Tap Dance and Termite Jig

Image from kndpng.com
My brain is a jigsaw puzzle, with
gangly termites jigging on the pieces.
I saw it with my own ears! So puzzling.
Fred Astaire and the six jiggers.
Tap shoes on high volume,
jackhammer cane dance on my
frontal lobe.

Ginger Rogers on the sidelines, 
drinking Jack Daniel’s from a 
Texas-sized jigger.
“Mon Dieu,” Her voice the soft breeze of innocence. 
“Tastes like circles. Gnarly, to say the least.”
“Smells like ginger,” responds the jigger.

“Looks like a talking jigger.” 
Fred slides up the bannister to join them.
“Cut!” shouts the director. 
“What evs,” says Fred.
He peels a banana.
Did he turn off the coffee pot this morning?

My brain is a satin pillow.
Every time I lay down, the door bell rings. 
[The poet pauses. What will Mags write next?] 
The sun will rise tomorrow,
wreaking havoc on my termite-jackhammered brain. 
But all’s well that starts terribly! 

Scene fades.
Fred in his tux; ginger in the jigger. 
By Merian C. Cooper, Lou Brock – https://archive.org/details/flying_down_to_rio, Public Domain, https://commons.wikimedia.org/w/index.php?curid=2262169
Not jigging termites, but some great Irish dancing.

Day Eight of National Poetry Writing Month. The writing prompt from NaPoWriMo.net is a hum dinger, and I remember it from a prior year’s NaPoWriMo.

The prompt is called the “Twenty Little Poetry Projects,” and was originally developed by Jim Simmerman. And here are the twenty little projects themselves — the challenge is to use them all in one poem:

1.  Begin the poem with a metaphor.
2. Say something specific but utterly preposterous.
3. Use at least one image for each of the five senses, either in succession or scattered randomly throughout the poem.
4. Use one example of synesthesia (mixing the senses).
5. Use the proper name of a person and the proper name of a place.
6. Contradict something you said earlier in the poem.
7. Change direction or digress from the last thing you said.
8. Use a word (slang?) you’ve never seen in a poem.
9. Use an example of false cause-effect logic.
10. Use a piece of talk you’ve actually heard (preferably in dialect and/or which you don’t understand).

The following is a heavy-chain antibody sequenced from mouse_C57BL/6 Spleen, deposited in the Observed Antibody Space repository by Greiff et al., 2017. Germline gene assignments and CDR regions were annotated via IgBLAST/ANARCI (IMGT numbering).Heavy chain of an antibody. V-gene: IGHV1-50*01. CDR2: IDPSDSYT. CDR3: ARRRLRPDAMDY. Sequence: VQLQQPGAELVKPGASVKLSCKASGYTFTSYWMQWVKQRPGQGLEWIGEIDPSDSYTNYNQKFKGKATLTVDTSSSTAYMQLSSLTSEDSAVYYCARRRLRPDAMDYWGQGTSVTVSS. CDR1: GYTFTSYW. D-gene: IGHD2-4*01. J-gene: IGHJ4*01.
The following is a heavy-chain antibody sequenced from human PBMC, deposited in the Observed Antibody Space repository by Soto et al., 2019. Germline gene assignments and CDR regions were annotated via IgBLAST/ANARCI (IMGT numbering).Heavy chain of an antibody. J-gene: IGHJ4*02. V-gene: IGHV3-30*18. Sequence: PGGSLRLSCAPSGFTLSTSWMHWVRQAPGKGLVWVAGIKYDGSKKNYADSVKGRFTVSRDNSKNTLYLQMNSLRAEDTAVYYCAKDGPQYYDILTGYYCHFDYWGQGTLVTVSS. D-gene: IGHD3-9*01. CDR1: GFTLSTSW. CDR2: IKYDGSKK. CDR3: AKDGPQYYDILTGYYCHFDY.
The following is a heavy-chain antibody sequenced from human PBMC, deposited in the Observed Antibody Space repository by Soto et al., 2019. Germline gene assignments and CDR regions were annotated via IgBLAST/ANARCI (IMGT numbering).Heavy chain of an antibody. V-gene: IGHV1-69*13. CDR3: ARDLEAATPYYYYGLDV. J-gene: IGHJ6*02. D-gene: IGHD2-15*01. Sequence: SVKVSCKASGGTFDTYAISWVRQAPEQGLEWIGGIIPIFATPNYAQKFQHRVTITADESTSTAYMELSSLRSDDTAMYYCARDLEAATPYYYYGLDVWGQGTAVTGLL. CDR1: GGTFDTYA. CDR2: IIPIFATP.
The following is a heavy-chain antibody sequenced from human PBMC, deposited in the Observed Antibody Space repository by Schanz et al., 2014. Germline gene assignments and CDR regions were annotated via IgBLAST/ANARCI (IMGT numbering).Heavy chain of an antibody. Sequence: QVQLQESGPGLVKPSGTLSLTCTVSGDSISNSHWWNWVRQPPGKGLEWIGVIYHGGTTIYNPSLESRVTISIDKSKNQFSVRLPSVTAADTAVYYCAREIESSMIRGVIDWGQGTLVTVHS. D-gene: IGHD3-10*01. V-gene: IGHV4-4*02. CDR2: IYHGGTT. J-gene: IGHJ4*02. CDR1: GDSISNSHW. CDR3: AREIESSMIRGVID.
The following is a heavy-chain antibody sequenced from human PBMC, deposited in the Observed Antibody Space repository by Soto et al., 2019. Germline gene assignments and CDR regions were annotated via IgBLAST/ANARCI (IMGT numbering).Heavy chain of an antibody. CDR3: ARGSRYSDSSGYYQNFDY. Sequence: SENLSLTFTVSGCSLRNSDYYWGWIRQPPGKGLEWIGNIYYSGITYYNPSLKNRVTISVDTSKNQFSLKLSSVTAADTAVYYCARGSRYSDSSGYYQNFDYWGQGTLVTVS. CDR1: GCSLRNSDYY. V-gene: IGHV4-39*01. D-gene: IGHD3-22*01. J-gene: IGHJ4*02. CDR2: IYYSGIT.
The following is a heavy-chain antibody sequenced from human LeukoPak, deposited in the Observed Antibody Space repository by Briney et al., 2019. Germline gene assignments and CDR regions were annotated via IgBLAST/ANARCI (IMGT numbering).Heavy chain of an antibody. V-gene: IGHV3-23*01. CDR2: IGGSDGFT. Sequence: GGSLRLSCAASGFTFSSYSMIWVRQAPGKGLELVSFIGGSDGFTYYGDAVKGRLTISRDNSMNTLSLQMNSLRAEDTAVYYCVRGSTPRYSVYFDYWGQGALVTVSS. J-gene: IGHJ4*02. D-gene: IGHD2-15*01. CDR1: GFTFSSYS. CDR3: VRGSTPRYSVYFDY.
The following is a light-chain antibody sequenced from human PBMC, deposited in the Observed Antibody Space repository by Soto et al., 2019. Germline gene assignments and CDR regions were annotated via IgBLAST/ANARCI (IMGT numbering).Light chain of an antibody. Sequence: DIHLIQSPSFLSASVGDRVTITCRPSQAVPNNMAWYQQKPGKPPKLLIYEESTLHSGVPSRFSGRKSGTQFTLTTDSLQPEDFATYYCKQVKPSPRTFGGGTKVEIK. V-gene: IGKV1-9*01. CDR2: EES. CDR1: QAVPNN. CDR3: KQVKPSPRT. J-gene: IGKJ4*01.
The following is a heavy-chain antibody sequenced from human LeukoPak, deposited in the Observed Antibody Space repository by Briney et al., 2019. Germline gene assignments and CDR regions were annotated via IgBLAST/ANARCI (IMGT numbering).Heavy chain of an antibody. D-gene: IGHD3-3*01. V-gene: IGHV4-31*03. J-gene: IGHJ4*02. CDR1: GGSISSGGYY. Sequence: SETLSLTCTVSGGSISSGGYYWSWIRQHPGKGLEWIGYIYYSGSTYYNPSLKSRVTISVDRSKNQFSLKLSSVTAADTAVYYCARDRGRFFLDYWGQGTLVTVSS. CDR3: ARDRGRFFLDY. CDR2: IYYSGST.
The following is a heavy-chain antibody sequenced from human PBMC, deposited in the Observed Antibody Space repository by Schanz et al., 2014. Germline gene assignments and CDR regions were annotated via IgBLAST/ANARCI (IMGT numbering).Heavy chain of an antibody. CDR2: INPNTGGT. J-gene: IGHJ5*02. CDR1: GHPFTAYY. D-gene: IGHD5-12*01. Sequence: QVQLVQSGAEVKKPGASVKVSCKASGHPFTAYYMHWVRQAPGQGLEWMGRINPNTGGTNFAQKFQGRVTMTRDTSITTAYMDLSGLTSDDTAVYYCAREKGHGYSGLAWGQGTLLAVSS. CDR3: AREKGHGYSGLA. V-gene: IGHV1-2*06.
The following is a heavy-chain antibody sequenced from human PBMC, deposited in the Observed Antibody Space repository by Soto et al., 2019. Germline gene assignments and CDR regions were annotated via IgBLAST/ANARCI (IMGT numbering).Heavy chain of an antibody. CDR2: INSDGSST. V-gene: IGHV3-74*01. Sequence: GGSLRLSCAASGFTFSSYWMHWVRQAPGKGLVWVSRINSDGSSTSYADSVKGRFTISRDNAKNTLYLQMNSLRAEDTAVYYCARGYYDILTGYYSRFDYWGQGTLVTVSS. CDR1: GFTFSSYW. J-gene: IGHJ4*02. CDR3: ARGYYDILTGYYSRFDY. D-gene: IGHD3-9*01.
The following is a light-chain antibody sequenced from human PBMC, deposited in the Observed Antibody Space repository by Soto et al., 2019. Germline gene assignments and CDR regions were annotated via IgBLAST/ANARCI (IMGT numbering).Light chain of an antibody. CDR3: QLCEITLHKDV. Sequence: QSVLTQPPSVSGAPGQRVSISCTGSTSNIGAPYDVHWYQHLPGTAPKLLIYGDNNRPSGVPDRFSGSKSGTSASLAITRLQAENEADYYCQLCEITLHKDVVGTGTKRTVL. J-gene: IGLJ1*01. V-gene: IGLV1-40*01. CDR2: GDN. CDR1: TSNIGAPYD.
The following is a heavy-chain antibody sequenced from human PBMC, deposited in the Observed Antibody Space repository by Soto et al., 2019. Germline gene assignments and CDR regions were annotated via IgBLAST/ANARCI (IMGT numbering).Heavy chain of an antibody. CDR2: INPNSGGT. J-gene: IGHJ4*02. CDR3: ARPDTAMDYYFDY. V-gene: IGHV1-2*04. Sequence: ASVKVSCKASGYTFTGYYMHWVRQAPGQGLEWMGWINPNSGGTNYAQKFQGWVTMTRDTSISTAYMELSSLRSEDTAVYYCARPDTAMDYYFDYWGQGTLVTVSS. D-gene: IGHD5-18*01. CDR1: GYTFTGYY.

11. Create a metaphor using the following construction: “The (adjective) (concrete noun) of (abstract noun) . . .”
12. Use an image in such a way as to reverse its usual associative qualities.
13. Make the persona or character in the poem do something he or she could not do in “real life.”
14. Refer to yourself by nickname and in the third person.
15. Write in the future tense, such that part of the poem seems to be a prediction.
16. Modify a noun with an unlikely adjective.
17. Make a declarative assertion that sounds convincing but that finally makes no sense.
18. Use a phrase from a language other than English.
19. Make a non-human object say or do something human (personification).
20. Close the poem with a vivid image that makes no statement, but that “echoes” an image from earlier in the poem.

To read how I responded to the prompt in 2020, click here.

About Maggie C

Stained glass artist, writer, respecter of life.
This entry was posted in daily prompt, poetry and tagged , , , , . Bookmark the permalink.

4 Responses to Tap Dance and Termite Jig

  1. marialberg says:

    I really like the opening metaphor, and “I saw it with my own ears!” is such a great reaction to thinking about one’s own brain function.

    Liked by 1 person

  2. Haha! Extremely well done! “But all’s well that starts terribly!” is my favourite line, and I like the choice of words throughout and how it all comes together, what evs Mags writes next. 😀

    Liked by 1 person

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